Wednesday, May 25, 2011

30 weeks

Here is what is going on with Noah this week according to;

If your baby is like most at this age, he's showing signs of separation anxiety. Far from being a cause for concern, stranger anxiety is a sign of your baby's growing understanding of the world around him.  Earlier, when you left the room, your baby was hardly phased. Now he knows that you're gone — and he's able to picture you and miss you — and may begin to cry as soon as you're out of his sight.  Your baby's reluctance to be separated from you may delight you or just plain frustrate you at times. If you head out to do an errand and your baby's staying home, shower him with loads of hugs and kisses before you head out the door and tell him you'll be back shortly. He won't understand that you'll be returning in an hour, but the love and affection might comfort him and tide him over until he sees you again.  Also, try to have a ritual of leaving that he can rely on each time you go and leave him with someone he's familiar with. That way, if he can't have Mom or Dad, at least he'll feel happy with his temporary caretaker.  Note: Even if your baby has been sleeping soundly through the night, he may now wake up periodically if he's experiencing separation anxiety — the two seem to be connected.

Teething can start as early as 3 months or as late as 12 months, but most babies sprout their first white caps (typically the two middle teeth on the bottom) between 4 and 7 months of age. Don't be alarmed if your baby has gaps between his pearly whites. Teeth often come up through the gums at odd angles, and spaces commonly disappear by age 3, after all 20 baby teeth have broken through.  Once your baby starts teething, you can expect more drooling and experimenting with sounds as he adjusts to having these strange new things in his mouth.  To ease your baby's discomfort, give him something to chew on, such as a firm rubber teething ring or a cold washcloth. He may also get some relief from eating cold foods such as applesauce or yogurt (if he's eating solids) as the cold may temporarily numb the pain. Giving a baby a hard, unsweetened teething cracker to gnaw on is another time-honored trick. You can also try rubbing your finger over his sore gums or applying an oral pain relief gel.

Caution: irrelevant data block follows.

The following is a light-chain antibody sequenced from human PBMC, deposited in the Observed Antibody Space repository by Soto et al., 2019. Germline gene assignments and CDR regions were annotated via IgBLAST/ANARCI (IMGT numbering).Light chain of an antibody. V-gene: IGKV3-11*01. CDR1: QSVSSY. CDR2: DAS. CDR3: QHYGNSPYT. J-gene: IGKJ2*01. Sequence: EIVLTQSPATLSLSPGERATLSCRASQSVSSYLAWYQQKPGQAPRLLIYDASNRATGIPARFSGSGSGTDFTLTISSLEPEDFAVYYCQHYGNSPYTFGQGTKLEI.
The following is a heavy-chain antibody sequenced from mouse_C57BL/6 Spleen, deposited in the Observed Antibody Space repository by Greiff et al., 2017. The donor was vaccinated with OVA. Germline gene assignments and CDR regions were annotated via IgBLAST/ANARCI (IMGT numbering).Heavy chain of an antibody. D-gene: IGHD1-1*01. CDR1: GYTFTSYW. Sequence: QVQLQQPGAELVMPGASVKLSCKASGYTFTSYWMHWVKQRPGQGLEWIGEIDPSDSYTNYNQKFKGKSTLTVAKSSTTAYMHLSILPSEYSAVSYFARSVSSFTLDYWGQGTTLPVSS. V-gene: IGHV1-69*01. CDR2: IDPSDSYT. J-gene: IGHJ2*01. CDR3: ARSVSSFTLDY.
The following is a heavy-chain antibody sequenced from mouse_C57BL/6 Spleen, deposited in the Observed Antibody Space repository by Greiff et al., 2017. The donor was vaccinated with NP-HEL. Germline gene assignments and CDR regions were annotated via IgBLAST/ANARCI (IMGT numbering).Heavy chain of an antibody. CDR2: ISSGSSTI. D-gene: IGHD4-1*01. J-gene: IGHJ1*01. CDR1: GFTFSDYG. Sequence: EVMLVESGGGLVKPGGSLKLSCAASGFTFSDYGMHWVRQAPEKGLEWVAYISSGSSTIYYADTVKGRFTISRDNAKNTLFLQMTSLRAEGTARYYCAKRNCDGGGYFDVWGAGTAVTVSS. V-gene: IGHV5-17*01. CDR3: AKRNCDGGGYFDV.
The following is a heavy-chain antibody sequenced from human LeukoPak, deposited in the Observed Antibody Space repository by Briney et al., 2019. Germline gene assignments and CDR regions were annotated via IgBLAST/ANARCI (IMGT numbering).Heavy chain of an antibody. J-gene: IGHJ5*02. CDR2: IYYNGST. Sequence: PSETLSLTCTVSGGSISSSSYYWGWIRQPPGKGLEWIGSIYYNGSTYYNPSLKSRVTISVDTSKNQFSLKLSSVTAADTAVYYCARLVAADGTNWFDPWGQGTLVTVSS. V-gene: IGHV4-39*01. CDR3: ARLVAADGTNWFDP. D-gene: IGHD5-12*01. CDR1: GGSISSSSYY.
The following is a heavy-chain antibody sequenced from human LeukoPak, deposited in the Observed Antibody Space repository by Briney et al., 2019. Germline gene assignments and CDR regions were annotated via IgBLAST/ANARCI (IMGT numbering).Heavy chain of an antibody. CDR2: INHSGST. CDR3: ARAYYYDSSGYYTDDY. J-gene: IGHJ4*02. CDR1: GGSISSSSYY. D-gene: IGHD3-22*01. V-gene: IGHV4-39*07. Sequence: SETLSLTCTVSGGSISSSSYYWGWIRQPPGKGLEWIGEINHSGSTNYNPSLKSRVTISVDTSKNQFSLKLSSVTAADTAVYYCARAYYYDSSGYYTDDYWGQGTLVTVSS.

This has been another big week for our little guy, who is growing up WAY too quickly.  He hasn't been crawling much this week, and now seems to be more interested in trying to climb on the couch and coffee table and use anything he can to try to pull himself up to standing.  He's able to hold on to a stationary object, pull himself up, and stand (still holding on) for a minute or so.

One of his lower teeth has started to pop it's way out of his gums also.

For the last few days in a row Noah has gone back to sleeping through the night like he used to, and I'm hoping that his waking up was just a result of his tooth coming through.  He has started to really fight naps now and it takes all but a straight jacket and a small army to hold him down until he finally stops trying to sit up and allows himself to fall asleep.

We have now successfully added tofu, peas, homemade brown rice cereal, and egg yolks into his diet.  He nurses 6 times a day, with a solid food feeding at his second, and then third to last feedings.  For breakfast he eats 2 Tbsp of some form of grain cereal, mixed with one protein (an egg yolk, or 1 Tbsp pureed tofu alternated every other day), and 1 Tbsp of vegetable (alternating peas and carrots every other day).  Then for lunch/ afternoon he eats 1/4 c yogurt mixed with a fruit (usually 1/2 a banana, pear, or avocado).  Within the next week or two (after he turns 7 months old) I think we'll start dropping his nursings down to 5 a day, and initiate 3 solid food meals a day for breakfast, lunch, and dinner.  He is starting to get the hang of drinking and sucking out of his sippy cup.  When I hold it for him he'll usually drink for a little while, but he's a little lazy about holding it for himself as of now.  I also tried some cut up banana as a finger food one day this week, when I would place a chunk in his mouth he would mash it with his gums and swallow.  After getting the hang of that I could pass him a chunk from my hand to his and he would put it in his mouth and eat it.  However he never quite got the idea or desire to pick the chunks off of his tray himself to eat them.  I think the introduction of regular solid food meals has started to bulk up our little one, he's starting to develop cute little fat rolls in places where they didn't exist previously.

I don't think that Noah is showing any signs of separation or stranger anxiety at this point.

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